Posted by: Armel | July 19, 2011


Given the current climate of Sovereign debt default crisis all over Europe and the U.S, it’s only fair to assess whether Cameroon could possibly face a similar situation on their recent XAF 200bn treasury bond sale. Can Cameroon default on it’s sovereign debt ?

Looking at the structuring of ” ECMR 5,60% net 2010-2015 ” the first bond of its kind for Cameroon, it appears that contrary to what Ghana, Senegal or other African countries did, the country did not price this issue in a foreign currency. It makes it therefore somewhat insulated from big currency fluctuations in the markets. Given the current volatility in FX, those swings would not directly have an impact on the net debt service.  The indenture clearly mentioned that the interest and tranche repayments are coming from a direct withholding on the state global revenue pool. So, there is a special reserve made from deductions on the government Treasury account at the Central Bank (BEAC) that will be set aside for that purpose. Payments are set to resume in 2012 and the bulk of subscribers will be credited trough the Bank of Settlement via the CAA (Caisse Autonome d’Amortissement).

What you would not find anywhere on the marketing doc are ratings. The reason is simple, ratings agencies in general did not rate the cusip ” ECMR 5,60% net 2010-2015 “. However, if you care to know some of the methodologies applied to risk monitoring in fixed income investment such as sovereign debt, in the absence of a rating on securities sale by a specific government, the sovereign rating already assigned to the country itself will be used instead. In any scenario, the rating of any private entity or debt instrument cannot be higher than that of the Country.  Moody’s does not rate Cameroon, but Fitch does. Fitch rated the Republic of Cameroon Long-term foreign currency Issuer Default Rating (IDR) at ‘B’ with Stable Outlook and Short-term foreign currency IDR at ‘B’.  However, they rated Cameroon’s local currency IDR at ‘B-‘ with Stable Outlook. There is indeed a relationship between these sovereign ratings and the implied risk for the local T-bills holders:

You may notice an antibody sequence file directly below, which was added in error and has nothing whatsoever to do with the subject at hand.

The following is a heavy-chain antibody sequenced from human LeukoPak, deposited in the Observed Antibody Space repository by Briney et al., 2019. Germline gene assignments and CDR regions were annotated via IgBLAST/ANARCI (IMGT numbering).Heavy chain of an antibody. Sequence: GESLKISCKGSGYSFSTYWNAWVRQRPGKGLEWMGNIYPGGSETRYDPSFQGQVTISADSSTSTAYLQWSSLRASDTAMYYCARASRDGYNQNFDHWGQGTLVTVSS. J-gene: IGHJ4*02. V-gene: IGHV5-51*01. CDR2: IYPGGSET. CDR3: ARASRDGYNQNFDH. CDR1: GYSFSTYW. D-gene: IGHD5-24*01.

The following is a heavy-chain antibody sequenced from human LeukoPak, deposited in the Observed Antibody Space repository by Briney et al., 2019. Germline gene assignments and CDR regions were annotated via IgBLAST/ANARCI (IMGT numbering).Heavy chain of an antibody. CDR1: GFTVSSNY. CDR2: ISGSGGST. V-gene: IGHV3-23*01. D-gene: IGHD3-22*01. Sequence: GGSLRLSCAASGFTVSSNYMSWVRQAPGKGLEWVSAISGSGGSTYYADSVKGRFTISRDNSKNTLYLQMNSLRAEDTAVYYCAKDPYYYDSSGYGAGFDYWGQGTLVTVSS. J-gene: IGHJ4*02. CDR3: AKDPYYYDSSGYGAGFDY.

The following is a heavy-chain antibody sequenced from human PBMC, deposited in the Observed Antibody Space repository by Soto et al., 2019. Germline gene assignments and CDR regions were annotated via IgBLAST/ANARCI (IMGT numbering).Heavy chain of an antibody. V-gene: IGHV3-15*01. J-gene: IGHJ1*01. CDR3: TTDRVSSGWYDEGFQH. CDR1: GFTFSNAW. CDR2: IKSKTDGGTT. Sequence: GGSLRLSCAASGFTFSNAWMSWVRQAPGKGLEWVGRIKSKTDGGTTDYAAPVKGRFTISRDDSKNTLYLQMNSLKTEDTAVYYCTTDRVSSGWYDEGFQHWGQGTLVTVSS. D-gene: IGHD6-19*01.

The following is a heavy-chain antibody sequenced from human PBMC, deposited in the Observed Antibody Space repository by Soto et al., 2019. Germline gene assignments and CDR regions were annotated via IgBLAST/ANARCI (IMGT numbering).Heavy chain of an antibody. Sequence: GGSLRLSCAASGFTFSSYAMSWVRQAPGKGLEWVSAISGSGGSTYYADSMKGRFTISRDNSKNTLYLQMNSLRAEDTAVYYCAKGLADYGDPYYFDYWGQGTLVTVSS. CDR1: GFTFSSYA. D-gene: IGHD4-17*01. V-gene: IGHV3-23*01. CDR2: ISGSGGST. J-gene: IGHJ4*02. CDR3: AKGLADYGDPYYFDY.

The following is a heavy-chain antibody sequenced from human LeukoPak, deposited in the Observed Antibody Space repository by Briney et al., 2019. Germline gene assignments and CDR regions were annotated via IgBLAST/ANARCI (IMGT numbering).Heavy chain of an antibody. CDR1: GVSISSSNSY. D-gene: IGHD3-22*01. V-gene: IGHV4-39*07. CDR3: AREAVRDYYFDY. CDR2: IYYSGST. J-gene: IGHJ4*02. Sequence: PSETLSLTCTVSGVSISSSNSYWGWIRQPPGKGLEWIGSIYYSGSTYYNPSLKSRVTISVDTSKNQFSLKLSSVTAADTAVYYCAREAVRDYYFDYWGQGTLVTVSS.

-To begin, Fitch rated the foreign currency IDR at ‘B’. According to data at their disposal, Cameroon has the ability to meet its international financial commitments (debt repayment in any foreign currency) on a timely basis. Taken in context, that foreign currency IDR rating is irrelevant from the standpoint of  ” ECMR 5,60% net 2010-2015 “. In fact, what we have here is a local currency instrument, and the rating assigned to local currency commitments of the government of Cameroon is downgraded to ‘B-‘. More importantly, some private subscribers might not be aware that Cameroon actually defaulted before. Seven years ago, the republic of Cameroon was unable to fulfill it’s financial obligations towards paper holders (mostly local banks) and defaulted !

Of course at the time in 2004, the state budget was overly stressed to allow for foreign debt repayment which swallowed 41% of GDP in 2005 ! The situation is much better now with the GDP to public debt ratio of 13.2% in 2010 ( revised to 15.2% post new debt).

Overall, my assessment is that Cameroon has a much lighter balance now, and will meet all its obligations in regards to ” ECMR 5,60% net 2010-2015 “.  Thus, the security should get a high rating. The country cannot afford any missteps; The risk of not being able to find strong investor appetite for future funding needs is too great. Even if the fiscal situation deteriorates, the money will be there at the end as scheduled. On top of that, the rating agencies are watching closely as Fitch hinted at the possibility of a rating  upgrade should the government maintains a short history of repayment and further successful issuances.

Armel Njeunou



  1. About time the governement takes active part in the financial future of the country.

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